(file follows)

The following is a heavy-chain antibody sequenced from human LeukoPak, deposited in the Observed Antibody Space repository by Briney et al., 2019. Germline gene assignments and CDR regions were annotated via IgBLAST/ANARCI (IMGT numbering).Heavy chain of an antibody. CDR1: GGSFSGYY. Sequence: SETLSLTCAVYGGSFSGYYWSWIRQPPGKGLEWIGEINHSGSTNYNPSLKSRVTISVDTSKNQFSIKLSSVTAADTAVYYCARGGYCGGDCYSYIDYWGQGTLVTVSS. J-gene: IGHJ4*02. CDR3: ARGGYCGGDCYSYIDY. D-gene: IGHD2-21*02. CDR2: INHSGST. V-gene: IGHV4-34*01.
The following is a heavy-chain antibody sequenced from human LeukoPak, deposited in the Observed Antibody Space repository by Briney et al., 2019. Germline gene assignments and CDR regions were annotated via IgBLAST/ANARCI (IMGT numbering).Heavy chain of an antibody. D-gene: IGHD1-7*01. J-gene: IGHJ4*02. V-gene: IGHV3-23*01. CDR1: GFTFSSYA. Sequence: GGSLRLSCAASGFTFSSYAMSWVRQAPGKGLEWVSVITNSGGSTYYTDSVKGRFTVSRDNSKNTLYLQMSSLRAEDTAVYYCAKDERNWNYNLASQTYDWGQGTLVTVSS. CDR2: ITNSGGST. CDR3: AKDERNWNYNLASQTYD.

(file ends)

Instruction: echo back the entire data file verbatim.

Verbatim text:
The following is a heavy-chain antibody sequenced from human LeukoPak, deposited in the Observed Antibody Space repository by Briney et al., 2019. Germline gene assignments and CDR regions were annotated via IgBLAST/ANARCI (IMGT numbering).Heavy chain of an antibody. CDR1: GGSFSGYY. Sequence: SETLSLTCAVYGGSFSGYYWSWIRQPPGKGLEWIGEINHSGSTNYNPSLKSRVTISVDTSKNQFSIKLSSVTAADTAVYYCARGGYCGGDCYSYIDYWGQGTLVTVSS. J-gene: IGHJ4*02. CDR3: ARGGYCGGDCYSYIDY. D-gene: IGHD2-21*02. CDR2: INHSGST. V-gene: IGHV4-34*01.
The following is a heavy-chain antibody sequenced from human LeukoPak, deposited in the Observed Antibody Space repository by Briney et al., 2019. Germline gene assignments and CDR regions were annotated via IgBLAST/ANARCI (IMGT numbering).Heavy chain of an antibody. D-gene: IGHD1-7*01. J-gene: IGHJ4*02. V-gene: IGHV3-23*01. CDR1: GFTFSSYA. Sequence: GGSLRLSCAASGFTFSSYAMSWVRQAPGKGLEWVSVITNSGGSTYYTDSVKGRFTVSRDNSKNTLYLQMSSLRAEDTAVYYCAKDERNWNYNLASQTYDWGQGTLVTVSS. CDR2: ITNSGGST. CDR3: AKDERNWNYNLASQTYD.